Nuns and Soldiers Essay - Critical Context

Iris Murdoch

Critical Context

In the novel The Sea, The Sea (1978), immediately preceding Nuns and Soldiers, it could be seen that Murdoch was determined to extend her range by deepening the emotional and intellectual context of her work. That move to meet the criticism that she used serious ideas superficially was clearly continued in this, her twentieth novel. Nuns and Soldiers is less comedic than many of her works, and the exercises in deep feeling and tenderness are often constructed with some care and considerable leisure. It is true that Murdoch still tends to slip (sometimes almost wallow) in language that reminds critics of cheap fiction. Tears that “spurt” from the eyes suggest that in her determination to explore feeling fully and at length, her language sometimes breaks down; fineness of emotional expression is not one of her strengths. She is, however, very successful in her descriptions of nature; the landscape surrounding the French house carries thematic, symbolic, and tonal responsibilities as well as its own spontaneous vivacity as a natural phenomenon without any feeling of being overblown or pretentious.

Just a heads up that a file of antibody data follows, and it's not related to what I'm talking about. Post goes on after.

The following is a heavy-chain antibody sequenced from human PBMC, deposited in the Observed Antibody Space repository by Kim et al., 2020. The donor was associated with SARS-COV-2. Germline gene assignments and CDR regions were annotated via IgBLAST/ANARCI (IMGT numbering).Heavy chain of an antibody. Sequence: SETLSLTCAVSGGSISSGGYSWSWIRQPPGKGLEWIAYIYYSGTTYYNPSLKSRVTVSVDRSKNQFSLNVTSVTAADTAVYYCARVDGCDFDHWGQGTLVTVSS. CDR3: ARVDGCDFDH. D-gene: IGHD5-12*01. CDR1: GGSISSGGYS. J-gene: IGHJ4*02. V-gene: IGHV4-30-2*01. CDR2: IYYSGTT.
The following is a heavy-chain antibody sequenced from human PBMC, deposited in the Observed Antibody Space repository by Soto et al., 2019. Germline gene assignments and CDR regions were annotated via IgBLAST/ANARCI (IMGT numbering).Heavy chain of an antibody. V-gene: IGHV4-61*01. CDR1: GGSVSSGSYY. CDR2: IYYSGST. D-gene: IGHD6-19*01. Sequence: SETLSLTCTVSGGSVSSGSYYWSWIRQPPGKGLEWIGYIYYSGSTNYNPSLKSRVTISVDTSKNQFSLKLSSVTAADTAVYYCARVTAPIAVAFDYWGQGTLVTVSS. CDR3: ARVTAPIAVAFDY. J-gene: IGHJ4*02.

So many of Murdoch’s novels are set in the city of London that it can be forgotten just how successful she is in evoking the countryside in her work. This novel, though strongly tied to the city and an accurate rendering of certain parts of the city (Tim and Daisy’s north Soho is absolutely true to the reality of that slightly seedy part of central London), goes into the countryside with great success. Murdoch’s smart themes and fashionable characters doing peculiar things, often outside the realm of normal life, should not become so central to a reading of this novel that her skill in the description of nature is ignored. She has a splendid, romantic eye for the beauties of nature and a strongly dramatic sense of its power. The sea in Cumbria and the great stone interfaces and labyrinths in France are more than symbolic backdrops or tonal sounding boards; they exist in and of themselves as pure aesthetic experiences. The set piece in nature, put together with the technical care of a painter (one of the themes of this novel) is a part of her repertoire which occasionally approaches poetry. Less tricky than earlier works, and tonally more unified, Nuns and Soldiers is a good example of the more serious Murdoch novel.